Lila de Tantillo was inspired to become a nurse scientist by her Abuela, who always encouraged her to pursue a career in research. As a PhD candidate at the University of Miami School of Nursing and Health Studies (UM SONHS), Lila is driven by her Uruguayan culture’s spirit of La Garra, renowned for perseverance in the face of overwhelming odds. Lila received her Bachelor of Science in Nursing from the University of Miami in 2013 and graduated Summa Cum Laude, receiving the Excellence in Leadership award. During her studies, she was recognized with the Helen Fuld Scholarship, the American Society of Critical-Care Nurses Scholarship, the Oncology Nursing Society Scholarship, and the Robert Wood Johnson (RWJ) New Careers in Nursing Scholarship. She was also recognized by the RWJ Foundation as a winner of the “I believe this about nursing” essay contest.” Lila was inducted as a member of Sigma Theta Tau International Nursing Honor Society and now serves as chair of publicity for the local Beta Tau chapter. She is also active in the community as an advocate for food allergy awareness.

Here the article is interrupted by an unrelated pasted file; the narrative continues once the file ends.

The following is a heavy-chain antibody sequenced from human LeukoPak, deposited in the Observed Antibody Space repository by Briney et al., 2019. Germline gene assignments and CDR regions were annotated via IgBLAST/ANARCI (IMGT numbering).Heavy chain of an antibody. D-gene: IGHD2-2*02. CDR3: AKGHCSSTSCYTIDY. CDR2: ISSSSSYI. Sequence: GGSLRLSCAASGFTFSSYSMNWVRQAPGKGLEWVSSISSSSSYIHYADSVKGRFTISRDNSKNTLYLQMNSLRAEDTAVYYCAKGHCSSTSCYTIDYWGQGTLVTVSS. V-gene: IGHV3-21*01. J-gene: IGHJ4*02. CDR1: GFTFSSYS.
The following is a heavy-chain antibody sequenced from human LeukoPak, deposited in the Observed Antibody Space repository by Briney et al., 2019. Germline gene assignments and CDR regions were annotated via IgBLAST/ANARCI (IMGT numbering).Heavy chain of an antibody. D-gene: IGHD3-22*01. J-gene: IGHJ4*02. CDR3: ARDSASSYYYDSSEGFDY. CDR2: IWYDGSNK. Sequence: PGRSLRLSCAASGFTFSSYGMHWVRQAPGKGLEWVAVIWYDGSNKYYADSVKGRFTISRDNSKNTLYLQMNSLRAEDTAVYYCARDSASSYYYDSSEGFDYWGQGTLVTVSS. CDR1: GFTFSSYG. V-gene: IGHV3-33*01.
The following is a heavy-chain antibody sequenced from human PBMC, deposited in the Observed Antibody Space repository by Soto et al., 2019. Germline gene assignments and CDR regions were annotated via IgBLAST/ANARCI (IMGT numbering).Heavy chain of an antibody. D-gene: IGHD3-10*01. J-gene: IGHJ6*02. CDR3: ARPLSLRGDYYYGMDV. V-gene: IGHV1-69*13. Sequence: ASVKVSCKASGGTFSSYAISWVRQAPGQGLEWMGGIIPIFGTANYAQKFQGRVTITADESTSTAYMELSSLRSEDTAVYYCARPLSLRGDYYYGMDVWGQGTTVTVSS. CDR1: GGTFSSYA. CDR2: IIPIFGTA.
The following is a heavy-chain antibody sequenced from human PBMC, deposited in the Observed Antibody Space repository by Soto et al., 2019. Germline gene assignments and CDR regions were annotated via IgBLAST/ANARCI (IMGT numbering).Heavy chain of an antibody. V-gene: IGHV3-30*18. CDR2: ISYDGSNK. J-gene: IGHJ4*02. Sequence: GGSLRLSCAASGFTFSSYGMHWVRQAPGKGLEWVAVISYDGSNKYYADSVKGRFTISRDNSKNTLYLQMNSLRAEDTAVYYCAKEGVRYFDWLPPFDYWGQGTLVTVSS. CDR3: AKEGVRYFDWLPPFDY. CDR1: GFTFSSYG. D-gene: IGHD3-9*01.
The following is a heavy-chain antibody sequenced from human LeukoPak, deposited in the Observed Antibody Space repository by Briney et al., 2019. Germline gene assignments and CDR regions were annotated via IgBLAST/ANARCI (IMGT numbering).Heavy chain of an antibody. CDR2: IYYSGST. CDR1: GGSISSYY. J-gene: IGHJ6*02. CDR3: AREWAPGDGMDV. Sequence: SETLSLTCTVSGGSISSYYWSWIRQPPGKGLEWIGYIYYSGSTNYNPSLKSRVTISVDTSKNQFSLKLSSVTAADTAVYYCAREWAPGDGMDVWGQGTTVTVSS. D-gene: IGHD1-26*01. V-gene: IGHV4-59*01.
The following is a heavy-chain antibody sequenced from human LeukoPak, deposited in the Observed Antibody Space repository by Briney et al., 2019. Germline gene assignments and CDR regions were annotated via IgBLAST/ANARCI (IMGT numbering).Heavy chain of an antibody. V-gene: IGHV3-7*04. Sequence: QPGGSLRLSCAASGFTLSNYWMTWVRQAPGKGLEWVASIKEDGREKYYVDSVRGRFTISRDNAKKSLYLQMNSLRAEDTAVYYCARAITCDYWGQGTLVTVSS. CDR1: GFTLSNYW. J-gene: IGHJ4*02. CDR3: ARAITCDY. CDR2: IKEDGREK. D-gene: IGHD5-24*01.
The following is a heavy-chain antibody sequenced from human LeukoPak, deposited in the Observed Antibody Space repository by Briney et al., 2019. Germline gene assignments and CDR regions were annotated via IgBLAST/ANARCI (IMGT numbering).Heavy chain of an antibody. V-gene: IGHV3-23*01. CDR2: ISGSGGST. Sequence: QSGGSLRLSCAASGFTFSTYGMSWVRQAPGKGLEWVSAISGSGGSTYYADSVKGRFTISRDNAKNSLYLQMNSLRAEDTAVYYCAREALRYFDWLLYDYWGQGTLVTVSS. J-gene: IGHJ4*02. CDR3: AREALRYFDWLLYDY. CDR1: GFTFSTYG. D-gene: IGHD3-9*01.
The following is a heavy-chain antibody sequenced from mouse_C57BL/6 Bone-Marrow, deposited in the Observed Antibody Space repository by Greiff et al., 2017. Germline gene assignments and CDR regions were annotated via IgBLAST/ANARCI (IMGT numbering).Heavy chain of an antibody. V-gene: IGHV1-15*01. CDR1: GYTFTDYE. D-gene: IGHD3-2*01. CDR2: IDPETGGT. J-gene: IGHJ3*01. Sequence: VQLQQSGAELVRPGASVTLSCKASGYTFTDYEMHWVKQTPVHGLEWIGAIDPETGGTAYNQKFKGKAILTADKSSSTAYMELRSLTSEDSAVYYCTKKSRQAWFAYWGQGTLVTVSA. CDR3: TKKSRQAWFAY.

For her dissertation, Lila is investigating medication adherence among heart failure patients. She has presented her research at the Basic Cardiovascular Sciences (BCVS) Scientific Sessions of the American Heart Association, with an abstract of her findings published in the flagship journal Circulation Research. In addition, she has been a co-author for a publication in the Journal of Immigrant and Minority Health using El Centro data from SEPA, an HIV-prevention initiative for Hispanic women.